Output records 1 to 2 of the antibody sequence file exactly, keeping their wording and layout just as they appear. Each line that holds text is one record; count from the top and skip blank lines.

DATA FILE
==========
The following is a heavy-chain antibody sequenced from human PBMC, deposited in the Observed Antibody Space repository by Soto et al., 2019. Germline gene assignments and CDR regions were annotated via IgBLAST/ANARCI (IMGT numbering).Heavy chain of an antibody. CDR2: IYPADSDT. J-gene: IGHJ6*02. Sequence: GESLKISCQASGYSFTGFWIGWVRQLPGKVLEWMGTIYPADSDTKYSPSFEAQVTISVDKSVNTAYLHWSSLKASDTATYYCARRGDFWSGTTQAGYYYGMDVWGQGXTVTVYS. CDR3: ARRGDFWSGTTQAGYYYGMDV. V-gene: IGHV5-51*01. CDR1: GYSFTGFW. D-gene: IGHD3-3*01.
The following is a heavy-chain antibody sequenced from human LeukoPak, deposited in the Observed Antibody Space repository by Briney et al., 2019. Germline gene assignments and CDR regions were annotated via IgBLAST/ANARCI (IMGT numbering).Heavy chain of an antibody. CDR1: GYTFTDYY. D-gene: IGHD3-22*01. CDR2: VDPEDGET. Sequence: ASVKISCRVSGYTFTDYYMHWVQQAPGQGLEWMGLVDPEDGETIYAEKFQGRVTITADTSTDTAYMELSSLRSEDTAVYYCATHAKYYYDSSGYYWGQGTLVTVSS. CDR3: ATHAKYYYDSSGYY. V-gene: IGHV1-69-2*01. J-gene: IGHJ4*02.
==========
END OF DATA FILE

The following is a heavy-chain antibody sequenced from human PBMC, deposited in the Observed Antibody Space repository by Soto et al., 2019. Germline gene assignments and CDR regions were annotated via IgBLAST/ANARCI (IMGT numbering).Heavy chain of an antibody. CDR2: IYPADSDT. J-gene: IGHJ6*02. Sequence: GESLKISCQASGYSFTGFWIGWVRQLPGKVLEWMGTIYPADSDTKYSPSFEAQVTISVDKSVNTAYLHWSSLKASDTATYYCARRGDFWSGTTQAGYYYGMDVWGQGXTVTVYS. CDR3: ARRGDFWSGTTQAGYYYGMDV. V-gene: IGHV5-51*01. CDR1: GYSFTGFW. D-gene: IGHD3-3*01.
The following is a heavy-chain antibody sequenced from human LeukoPak, deposited in the Observed Antibody Space repository by Briney et al., 2019. Germline gene assignments and CDR regions were annotated via IgBLAST/ANARCI (IMGT numbering).Heavy chain of an antibody. CDR1: GYTFTDYY. D-gene: IGHD3-22*01. CDR2: VDPEDGET. Sequence: ASVKISCRVSGYTFTDYYMHWVQQAPGQGLEWMGLVDPEDGETIYAEKFQGRVTITADTSTDTAYMELSSLRSEDTAVYYCATHAKYYYDSSGYYWGQGTLVTVSS. CDR3: ATHAKYYYDSSGYY. V-gene: IGHV1-69-2*01. J-gene: IGHJ4*02.